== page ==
In June 2014, the Iraqi city of Mosul fell to ISIS (also known as Daesh or the Islamic State). A joint-forces campaign to reclaim it began two years later and ended with the re-establishment of Iraqi control of the devastated, decimated city in July 2017. Matthew Michael Carnahan (brother of Joe and screenwriter of “The Kingdom” and “Deepwater Horizon”) picks through the debris of that campaign of barely two years ago for his directorial debut, “Mosul,” a well-made but troublingly generic war-is-hell pulse-pounder that inevitably prompts the question: How recent is too recent when it comes to turning a theater of war into pure theater, pure Hollywood spectacle?
The past is supposed to be another country, but 2017 feels barely an exploding city block behind us. And most of us can probably still recall that part of the horror of the Mosul campaign, which was described in vivid detail in a 2017 New Yorker article by Luke Mogelson, was that the tactics of ISIS were such a disturbingly distinctive combination of ideological extremism and barbaric cruelty. But it’s as though Carnahan was energized not by the article’s unique, embedded perspective on what made this particular battle so extraordinary, but by the potential to map it to a familiar screenwriting pattern. So the action is telescoped into one single day, with a series of missions of escalating stakes, and the characters reduced/elevated to archetypes: the naive rookie; the ferocious team leader with a plan glinting in his gimlet eyes; the mistrustful grunt whose respect is only gradually earned; and the taciturn comrade who extends a tentative hand — or earbud — of friendship, only to be instantly, randomly killed.
This is, loosely speaking, the story of the Ninevah SWAT team, a renegade band of Mosul-based Iraqi soldiers who gained a reputation for ruthless effectiveness in the waning days of the Battle of Mosul, as the last of ISIS’ strongholds in the city were falling. Here played by Arabic actors — all of whom acquit themselves well, given the narrow confines of their characters as written — this ragtag squad of survivors is led by Major Jaseem (Suhail Dabbach, radiating Terence Stamp-ish charisma) and his second-in-command, Waleed (Is’haq Elias). But their numbers are dwindling and so in the cacophonic confusion of the bloody, bruising opening scene, in which Henry Jackman’s regionally-inflected action score takes a backseat to ear-splitting explosions and gunfire, they recruit Kawa (Bilal Adam Bessa), a young Kurdish cop caught in the ambush that killed his policeman uncle.
Having now lost a family member to ISIS, Kawa is qualified to join Ninevah SWAT, though not trusted enough to know their actual mission. Instead, like an Iraqi version of the Charlie Sheen character in “Platoon,” Kawa learns the ropes on the go, and over the course of a single day of bribery, bartering, bullet-dodging and brutality, goes from trembling, hesitant ingenu to war-weary, seen-it-all diehard.
DP Mauro Fiore’s fervent, explosive handheld cinematography has undeniable visceral impact, as does Oscar-nominated Alfonso Cuarón collaborator Alex Rodriguez’ taut, capable editing. In Philip Ivey’s production design, the Morocco locations seamlessly double for war-ravaged Northern Iraq. But if the gritty, camo-and-clenched-jaw aesthetic is impeccably achieved, it is also well-established, especially in the first-person-shooter videogames that the plot increasingly emulates in its take-the-base, find-the-sniper, secure-the-building mini-quests. There is even a far-off head shot that elicits a little puff of pink blood and brain matter, and you half-expect a score to pop up on screen. “Mosul” often feels like “Call of Duty” interrupted by the occasional call to prayer.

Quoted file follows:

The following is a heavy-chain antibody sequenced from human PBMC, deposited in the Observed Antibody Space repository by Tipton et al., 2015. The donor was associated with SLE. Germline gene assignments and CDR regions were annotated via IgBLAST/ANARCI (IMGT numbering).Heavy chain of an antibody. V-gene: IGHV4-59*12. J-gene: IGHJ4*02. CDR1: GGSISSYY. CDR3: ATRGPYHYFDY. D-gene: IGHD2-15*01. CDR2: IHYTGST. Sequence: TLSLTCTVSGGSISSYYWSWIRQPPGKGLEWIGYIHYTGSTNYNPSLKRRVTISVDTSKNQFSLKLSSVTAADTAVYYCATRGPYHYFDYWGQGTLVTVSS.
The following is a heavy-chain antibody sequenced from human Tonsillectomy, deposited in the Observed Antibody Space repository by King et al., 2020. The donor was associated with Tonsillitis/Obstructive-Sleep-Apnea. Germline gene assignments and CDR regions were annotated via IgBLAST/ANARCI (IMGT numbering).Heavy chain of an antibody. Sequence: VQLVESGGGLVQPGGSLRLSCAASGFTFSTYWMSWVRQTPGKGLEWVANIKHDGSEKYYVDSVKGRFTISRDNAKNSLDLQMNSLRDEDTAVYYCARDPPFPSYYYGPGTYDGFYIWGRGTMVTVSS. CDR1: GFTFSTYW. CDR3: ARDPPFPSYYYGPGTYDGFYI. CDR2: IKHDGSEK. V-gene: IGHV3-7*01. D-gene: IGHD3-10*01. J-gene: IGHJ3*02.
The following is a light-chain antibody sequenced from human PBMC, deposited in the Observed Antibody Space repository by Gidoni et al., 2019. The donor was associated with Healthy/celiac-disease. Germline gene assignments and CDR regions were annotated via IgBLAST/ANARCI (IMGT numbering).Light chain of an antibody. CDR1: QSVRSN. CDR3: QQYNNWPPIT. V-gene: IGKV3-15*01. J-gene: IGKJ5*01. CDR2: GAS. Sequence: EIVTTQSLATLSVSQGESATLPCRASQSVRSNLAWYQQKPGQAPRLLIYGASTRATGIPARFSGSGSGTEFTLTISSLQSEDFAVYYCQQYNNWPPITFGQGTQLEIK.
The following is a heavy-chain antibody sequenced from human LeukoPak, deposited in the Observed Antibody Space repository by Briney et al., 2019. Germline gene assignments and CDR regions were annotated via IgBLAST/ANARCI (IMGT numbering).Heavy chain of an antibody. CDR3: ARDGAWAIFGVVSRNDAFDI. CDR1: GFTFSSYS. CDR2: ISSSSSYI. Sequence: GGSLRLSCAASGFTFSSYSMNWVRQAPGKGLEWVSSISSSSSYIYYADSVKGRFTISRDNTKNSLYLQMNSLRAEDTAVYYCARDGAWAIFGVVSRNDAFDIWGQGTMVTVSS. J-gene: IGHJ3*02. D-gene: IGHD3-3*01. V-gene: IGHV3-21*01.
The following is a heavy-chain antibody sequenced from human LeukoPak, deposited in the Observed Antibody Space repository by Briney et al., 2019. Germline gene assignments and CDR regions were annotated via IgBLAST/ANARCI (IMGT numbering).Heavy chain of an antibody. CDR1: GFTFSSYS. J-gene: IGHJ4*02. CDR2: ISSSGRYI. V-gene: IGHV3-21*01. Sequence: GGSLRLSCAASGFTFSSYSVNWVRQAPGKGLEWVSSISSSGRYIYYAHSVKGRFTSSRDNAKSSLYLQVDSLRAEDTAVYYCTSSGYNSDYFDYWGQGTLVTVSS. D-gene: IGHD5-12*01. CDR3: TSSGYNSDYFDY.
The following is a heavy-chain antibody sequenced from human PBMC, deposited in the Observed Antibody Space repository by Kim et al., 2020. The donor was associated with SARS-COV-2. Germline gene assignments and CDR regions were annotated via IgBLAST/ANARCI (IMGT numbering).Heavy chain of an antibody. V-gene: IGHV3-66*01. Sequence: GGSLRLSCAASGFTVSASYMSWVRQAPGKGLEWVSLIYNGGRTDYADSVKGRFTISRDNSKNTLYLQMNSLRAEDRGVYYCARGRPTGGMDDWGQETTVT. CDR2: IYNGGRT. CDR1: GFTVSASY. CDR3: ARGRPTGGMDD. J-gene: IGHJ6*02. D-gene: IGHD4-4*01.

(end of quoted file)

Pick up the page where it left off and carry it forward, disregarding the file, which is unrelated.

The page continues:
An argument yields the insult that Iraq is barely even a country, formed by “a drunk British dilettante and some bureaucrats with bad maps” and there are anti-Kurdish comments directed at Kawa. But mostly, the screenplay is at such pains to make these men relatable that it glosses over cultural, religious or national differences, even at the expense of describing the enemy, who here, aside from the odd propaganda broadcast, could be any war-movie bad-guys: Nazis, Vietcong, Al-Qaeda.
“We don’t talk about American intervention anymore, we’re past all that,” says Major Jaseem when Kawa wonders about calling in airstrikes, and that is a remarkable line to hear spoken by the Arabic star of an American movie produced by Joe and Anthony Russo, directors of two “Captain America” installments and the highest grossing film of all time. But “Mosul,” despite noble intentions, is still an example of American cultural intervention — outwardly respectful of Iraqi ownership of this particular war wound, but in structure and style still reasserting Hollywood storytelling’s stranglehold over how war narratives unfold on screen. It makes the film’s appeal broader, but also flatter and more generic, as though it were called “Mosul” not because it’s the definitive tale of one battle-scarred city, but because otherwise you could forget where it’s set.